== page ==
While we were still in the car there came one final word from the Lord. It was resolute, firm, loud even. Four words: “This shall not stand. This. Shall. Not. Stand.”
That word, “shall,” in our culture, it’s the language of contracts and constitutions:
“Congress shall make no law…”
This or that right “shall not be infringed…”
Yet in the Bible “shall” connotes the language of divine commandments, commandments which override all other contracts and constitutions.
“Thou shalt not steal.”
“Thou shalt not kill.”
“You shall have no other gods but me.”
What’s more, John Wesley once said that in the Light of the Lord “there are no commands of God, which are not also.”
There are no commands of God which are not also the promises of God.
In other words, in the Light of the Lord, every should becomes a shall… a promise.
Not only should we not steal, says the Lord, but “by my might, there is coming a day when you shall not steal, for in my kingdom there is no need for theft.”
Not only should we not kill, says the Lord, but “By my might there is coming a day when you shall not kill, for in my kingdom death will be no more. You will neither harm nor destroy on all my holy mountain.”
Or take this passage from Isaiah 2, “In days to come the mountain of the Lord’s house shall be established. There you shall beat your swords into plowshares and your spears into pruning hooks; nation shall not lift up sword against nation; neither shall you learn war any more… There is coming a day when you shall beat your guns into gardening tools.” This is not only a divine command. It is a divine promise.
This Shall Not Stand. It’s not just a command. It’s a promise. And we, as people of faith, are the bearers of this promise.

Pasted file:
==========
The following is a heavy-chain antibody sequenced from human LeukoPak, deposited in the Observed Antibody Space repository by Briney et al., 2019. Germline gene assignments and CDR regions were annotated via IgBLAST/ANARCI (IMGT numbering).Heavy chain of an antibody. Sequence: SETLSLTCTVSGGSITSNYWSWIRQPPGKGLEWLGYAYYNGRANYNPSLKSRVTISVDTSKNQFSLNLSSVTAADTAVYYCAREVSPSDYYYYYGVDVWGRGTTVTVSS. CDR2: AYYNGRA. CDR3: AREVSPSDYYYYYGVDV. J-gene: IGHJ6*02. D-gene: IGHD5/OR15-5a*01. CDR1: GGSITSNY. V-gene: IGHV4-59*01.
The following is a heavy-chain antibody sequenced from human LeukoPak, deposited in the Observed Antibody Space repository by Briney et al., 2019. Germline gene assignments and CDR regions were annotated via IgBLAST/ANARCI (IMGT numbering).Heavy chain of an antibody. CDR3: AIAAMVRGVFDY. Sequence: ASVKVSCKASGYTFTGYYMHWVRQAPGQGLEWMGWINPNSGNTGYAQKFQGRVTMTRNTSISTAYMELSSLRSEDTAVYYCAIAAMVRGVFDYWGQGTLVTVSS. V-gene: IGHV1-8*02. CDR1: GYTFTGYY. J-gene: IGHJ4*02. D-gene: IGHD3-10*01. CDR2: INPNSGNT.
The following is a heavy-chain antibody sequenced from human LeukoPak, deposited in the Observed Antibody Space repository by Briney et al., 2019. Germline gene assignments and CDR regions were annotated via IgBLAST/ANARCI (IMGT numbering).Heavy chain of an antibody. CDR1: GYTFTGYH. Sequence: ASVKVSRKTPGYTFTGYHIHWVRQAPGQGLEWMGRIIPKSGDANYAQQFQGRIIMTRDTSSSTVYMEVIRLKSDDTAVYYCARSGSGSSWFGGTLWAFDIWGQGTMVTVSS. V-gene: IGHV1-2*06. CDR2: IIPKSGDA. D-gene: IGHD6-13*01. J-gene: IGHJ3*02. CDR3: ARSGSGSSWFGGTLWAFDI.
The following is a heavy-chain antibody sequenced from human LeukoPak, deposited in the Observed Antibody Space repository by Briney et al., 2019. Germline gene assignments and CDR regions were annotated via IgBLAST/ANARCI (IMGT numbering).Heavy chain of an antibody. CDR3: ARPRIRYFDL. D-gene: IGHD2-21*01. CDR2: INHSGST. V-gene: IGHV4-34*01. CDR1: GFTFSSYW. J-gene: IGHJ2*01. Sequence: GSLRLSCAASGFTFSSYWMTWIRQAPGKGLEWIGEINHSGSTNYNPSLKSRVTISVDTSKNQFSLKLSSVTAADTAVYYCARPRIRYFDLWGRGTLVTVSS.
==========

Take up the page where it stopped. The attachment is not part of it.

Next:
We are the ones who bear this promise into the world, offering it to one and all because it is ours. This divine promise has been given to us to enjoy and share even now. We are the ones called to walk in the light of this promise, because on us this Light has been shone.
In the Light of the Lord, every should becomes a shall. There is coming a day when we shall beat our guns into gardening tools.Tweet
A world without gun violence is coming, and is here now. And it’s free! It doesn’t cost a thing! Not one more person needs to die. No person needs to pay for this day that is coming with their life. It’s all been paid for already, and it is ours right now by faith.
“So come,” says Isaiah, “let us walk in the light of the Lord.”
People of faith, hear the word of the Lord. What we have done to the least of these we have done to God. But by Grace, what we have done shall not stand. We, with our sin, our hate, our guns, our war, we shall not have the last word. God will get the last word. God will. God shall.
A day without racism, a day without gun violence, is not only what God commands. It is what God has promised.
It shall be done.
It is here.
It is ours.
It is free.
So, let us not delay, but begin anew today. Come, let us walk in the light of the Lord. May God grant us faith to believe this promise, and the courage to live in its light even now, as it ever shall be, world without end. Amen.